Hmm. That is the best noise I can use to sum up how I feel about this. It’s definitely the worst entry from San Marino, though that doesn’t say much since there’s now only two to choose from. It’s just a bit dated and generic, yet I don’t hate it. I suppose I really don’t know how to feel about it. I do know that I was expecting something completely different, having listened to some of the artist’s previous work. It’s in the first semi, another contributor to that semi’s reputation as the weaker one – and so things are looking promising for Norway, Poland and Turkey. 4 points.
So I’ve had quite a bit to say about the Friday nights the UK and SM had, but what about Saturday? There isn’t much I can say about Azerbaijan and Russia, who are both selecting internally. Luckily, there’s always something to say about Sweden’s Melodifestivalen, my favourite national final!
32 decent (for the most part) songs have hit stages around Sweden for five weeks now. Tonight, 10 of those will battle it out in a fierce competition, with a few – such as Linda, Danny, Swingfly, Sanna and Eric – having the best odds of getting to Eurovision. I’ve had to think long and hard about my prediction of that one (sacrificing a large chunk of study time in the process – well worth it), and although I still think I’ll manage to be wrong, I’ve narrowed it down to a top three, in random order:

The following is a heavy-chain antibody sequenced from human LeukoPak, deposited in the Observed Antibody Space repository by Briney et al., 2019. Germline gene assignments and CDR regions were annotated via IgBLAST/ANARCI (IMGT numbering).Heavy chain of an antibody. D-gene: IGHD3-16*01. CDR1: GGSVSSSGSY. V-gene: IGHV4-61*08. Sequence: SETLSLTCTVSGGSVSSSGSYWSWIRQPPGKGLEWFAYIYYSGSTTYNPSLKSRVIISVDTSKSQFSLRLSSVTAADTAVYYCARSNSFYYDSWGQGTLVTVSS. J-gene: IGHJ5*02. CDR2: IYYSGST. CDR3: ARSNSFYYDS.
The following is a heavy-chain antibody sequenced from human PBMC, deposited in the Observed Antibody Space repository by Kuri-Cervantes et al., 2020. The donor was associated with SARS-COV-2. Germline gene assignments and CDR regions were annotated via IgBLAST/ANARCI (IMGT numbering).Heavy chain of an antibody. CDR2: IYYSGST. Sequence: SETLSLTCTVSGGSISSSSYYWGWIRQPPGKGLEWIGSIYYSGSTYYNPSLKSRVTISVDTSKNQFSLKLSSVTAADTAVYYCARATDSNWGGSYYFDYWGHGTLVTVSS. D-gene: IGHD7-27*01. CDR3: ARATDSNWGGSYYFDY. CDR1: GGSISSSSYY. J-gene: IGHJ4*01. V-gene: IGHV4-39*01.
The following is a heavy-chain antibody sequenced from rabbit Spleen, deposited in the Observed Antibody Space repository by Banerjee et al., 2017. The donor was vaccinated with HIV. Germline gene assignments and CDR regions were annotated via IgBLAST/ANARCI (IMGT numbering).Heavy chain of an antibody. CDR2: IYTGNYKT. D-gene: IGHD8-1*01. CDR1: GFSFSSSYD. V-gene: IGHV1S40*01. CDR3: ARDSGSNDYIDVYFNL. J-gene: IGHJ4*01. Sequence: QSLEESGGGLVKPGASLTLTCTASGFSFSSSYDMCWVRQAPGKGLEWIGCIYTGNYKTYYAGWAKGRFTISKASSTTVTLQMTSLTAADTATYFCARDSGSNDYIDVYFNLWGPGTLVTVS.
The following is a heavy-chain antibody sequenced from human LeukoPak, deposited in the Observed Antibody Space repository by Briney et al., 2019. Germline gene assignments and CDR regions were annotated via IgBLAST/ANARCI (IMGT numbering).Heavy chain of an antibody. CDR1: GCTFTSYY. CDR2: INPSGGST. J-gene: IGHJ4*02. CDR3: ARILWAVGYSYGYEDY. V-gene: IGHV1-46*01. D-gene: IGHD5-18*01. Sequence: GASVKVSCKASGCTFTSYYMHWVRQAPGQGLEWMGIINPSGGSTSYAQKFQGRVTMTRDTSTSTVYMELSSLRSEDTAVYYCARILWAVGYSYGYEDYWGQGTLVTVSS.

ERIC SAADE/ Popular – I think Eric may continue the tradition of artists succeeding in their second go at Eurovision, but with an inferior song to their last. It’s not that I dislike Popular, because I don’t. But Manboy was more genius than Kanye West claims to be, and was always going to be hard to top. But it has to be said, this time around, he does have a truly awesome gimmick. As much as I relished the whole Flashdance ‘impromptu shower’ thing last year, the emergency glass breaking is something to behold.
DANNY SAUCEDO/ In The Club – Danny has a huge fan base thanks to Swedish Idol and being a member of EMD, and didn’t let anyone down with his flawless performance in the first semi. The televotes should flood in for him. The song is very repetitive (a mindless dance track, perhaps?) but I still rate it – though on the first listen I hated it! – and think the juries might see it as being very Eurovision-friendly and current. I would be pleased if this won.
SANNA NIELSEN/ I’m In Love – Sanna just edged out Linda in my top four. Both of them have made countless appearances in Melodifestivalen, and both of them are ABBA-like, stereotypically schlager entries, but my gut told me to go Team Sanna, and so I have. I think she’ll be giving it everything tonight if just out of pure frustration on missing out a zillion times before, and the song is quite strong. In the last few years, Sweden’s gone for ballads, pop opera, a little rock and Charlotte Nilsson, but the last time they did well was with the wonderful Carola in 2006, with a song very much like this. My point is that maybe it’s time to revert back to what works.
Enjoy your Saturday night, be it in or out, because it’s the last one to feature national finals for a long while! While you’re doing so, why not let me know what you think of Blue or San Marino or Sweden’s final here or on Facebook?
See you in the morning!